The covered drive breaks away to cobblestones and then asphalt, lined with trees, magnificent grandfather trees, strong, old, wise, shading the path that sharply rises.
At the crest of the hill, up through that tree-canopied drive, is my little man's resting place.
And that's why we're in the little brick building, which isn't a fairy tale at all. It's hot and stuffy and lined with monuments and markers and urns. Daniel and I are seated in 1970's era squeaky chairs with papers spread on the Formica table. Polly, the lady helping us design Gabe's stone is new to our ideas. She isn't familiar with substituting different fonts. She wants to add clip art. We don't want clip art. She seems relieved to answer the phone and her associate begins to small talk.
Twenty-five thousand people buried out there, he begins, waving his arm in the general direction of the tree lined drive and we're quite aware that he is just referring to the size of the cemetery. . . but my baby is numbered there now.
Maybe thirty thousand.
Maybe I hate death.
Maybe I never wanted to drive through cemeteries trying to pick a spot to bury our son.
Maybe I'd rather be anywhere but here in your office.
I think back to the days of wanting to scream at the unthinking comments of well-meaning people. I did scream.
Two weeks after Gabe's death Daniel asked me if I was going to stop crying. I remember being incoherent, retching, wailing, screaming the grief out at him. . . I want my babyyyyyyyyy. . . . .
He didn't know. He was just scared, too, unsure, life spun out of control and searching desperately for mooring. He wasn't finding any stability in me.
I bring myself back to the present, a startling new concept for me. The Hayley of a year ago didn't have the strength to overcome insensitive words. This is a new Hayley, a different one. Mr. Cemetery Man (Tom? Ted?) is rambling on about how they do rubbings of grave markers all the time.
We finalize a bunch of details and write a check for an enormous sum that still doesn't feel like enough and then we leave and I feel spent and wasted.
There won't be Cubbies, swimming lessons, drivers ed or football. No snow-shoveling businesses, no camping trips, no first car, no graduation parties, no wedding plans.
I feel like this is the last thing I get to plan for my little man.
Yay! We get to plan a grave stone!
Oh, I'd so much rather plan little boy stuff right now. . .
My friend Loren asks me how I'm doing and I tell her that I'm fine.
I tell her that I think I'm just stuffing the grief away because life is so good right now and the grief. . . two years of it. . .was so very dark.
It was, frankly, a nightmare.
I've reached the point in my grieving that it feels like reopening a deep wound to go back to the grief, the loss.
It took so much time. It was exhausting. It was sleepless night upon sleepless night. It was so dark. I cry just thinking about the darkness.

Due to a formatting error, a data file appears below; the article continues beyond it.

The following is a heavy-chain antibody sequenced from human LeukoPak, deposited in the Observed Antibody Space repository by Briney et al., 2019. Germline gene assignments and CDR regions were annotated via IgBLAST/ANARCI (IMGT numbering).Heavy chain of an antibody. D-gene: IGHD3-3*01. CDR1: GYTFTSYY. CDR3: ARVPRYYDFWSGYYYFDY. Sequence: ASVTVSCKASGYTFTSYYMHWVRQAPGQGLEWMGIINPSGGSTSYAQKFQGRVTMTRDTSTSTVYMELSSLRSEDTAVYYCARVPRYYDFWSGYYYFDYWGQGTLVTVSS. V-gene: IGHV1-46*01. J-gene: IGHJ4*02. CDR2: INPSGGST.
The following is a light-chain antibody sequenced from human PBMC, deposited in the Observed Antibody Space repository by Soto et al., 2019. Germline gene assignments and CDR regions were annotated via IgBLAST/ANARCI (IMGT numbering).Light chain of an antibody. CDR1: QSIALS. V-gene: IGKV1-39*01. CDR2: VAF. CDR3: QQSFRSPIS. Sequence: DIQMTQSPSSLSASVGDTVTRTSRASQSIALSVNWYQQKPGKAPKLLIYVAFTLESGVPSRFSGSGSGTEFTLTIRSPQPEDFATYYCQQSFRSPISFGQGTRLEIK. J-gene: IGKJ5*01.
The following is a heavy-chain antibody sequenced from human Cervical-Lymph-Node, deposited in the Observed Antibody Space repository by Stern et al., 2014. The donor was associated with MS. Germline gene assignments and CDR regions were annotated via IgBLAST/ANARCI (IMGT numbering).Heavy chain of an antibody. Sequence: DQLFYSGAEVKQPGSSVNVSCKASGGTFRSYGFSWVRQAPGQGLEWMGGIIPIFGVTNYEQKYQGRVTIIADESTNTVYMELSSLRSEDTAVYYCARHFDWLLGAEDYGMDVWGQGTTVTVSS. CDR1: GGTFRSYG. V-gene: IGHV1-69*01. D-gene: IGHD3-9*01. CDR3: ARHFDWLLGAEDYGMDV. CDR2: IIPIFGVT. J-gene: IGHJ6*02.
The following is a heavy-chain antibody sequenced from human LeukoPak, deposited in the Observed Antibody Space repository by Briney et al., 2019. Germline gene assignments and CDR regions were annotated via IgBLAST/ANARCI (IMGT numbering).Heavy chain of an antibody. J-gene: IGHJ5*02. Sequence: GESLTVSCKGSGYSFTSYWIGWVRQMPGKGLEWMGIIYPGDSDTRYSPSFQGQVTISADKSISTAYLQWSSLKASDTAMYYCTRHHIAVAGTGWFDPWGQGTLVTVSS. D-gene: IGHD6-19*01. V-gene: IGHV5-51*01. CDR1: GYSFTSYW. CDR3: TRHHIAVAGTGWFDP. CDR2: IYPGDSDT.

And now it's different. I don't know exactly at what point it changed, but now I have the ability to cope, to laugh, to sleep, to smile about Gabe.
This is freeing.
It is not fun to be the people with red rimmed eyes.
It is not fun to be the drain on your friends and family.
It is not fun to be broken and needy.
But the grief didn't really go away, it just sinks below the surface, and the calm, apparently still waters of life hold so much deep pain.
On Mother's Day this year. . . that's the last time I broke down and wept for everything that could have been.
That was . . .well, two months ago. Initially I never imagined being able to go a day without the screaming, burning pain being eased by tears. But even in the tears of today, the calmer, gentler tears, there is a different sort of grief.
On Mother's Day. . . Cambria (with much help from my sister Elizabeth) brings me breakfast in bed at 6:30 am. I am thinking about Mother's Day two years ago and our happy little family, untouched by loss. Gabe "wrote" me a mother's day card too, and I still have it, treasured. We ate at Las Lomas and he nibbled on beans and rice. Details that would normally be forgotten are seared in my brain because it's all I have left of him. One week away will mark two years without Gabe and the grief is mixed up with Eli's laughter and the music playing. . .
The sun comes up
It's a new day dawning
It's time to sing Your song again
Whatever may pass and whatever lies before me
Let me be singing when the evening comes
The tears spill over and I weep for all of the pain and the growing and the changing and I cry because God is still so good.
I cry for the weariness that comes from "fighting the lies of the economy of deficit." I cry for the simple trust that is broken and will never return, because I found out that life was cruel and earth is not my home not by being told, but by finding my little son asleep forever in his safe little bed.
That cruelty, that brokenness, that's not a reflection of God.
Those twenty-five thousand graves (or thirty) - that's not about God, that's about sin.
He is not okay with all of this pain.
He is not sitting in the Heavens watching suffering, cold and unmoving.
He is the only way out.
He is the only reprieve from the suffering.
You're rich in love and You're slow to anger
Your name is great and Your heart is kind
For all Your goodness I will keep on singing
Ten thousand reasons for my heart to find
So I while I weep for the 25,000 graves (mostly just one), I look for the 10,000 reasons that His heart is kind.
Well, it's not tidy and it's not neat, but there's the grief post for the summer.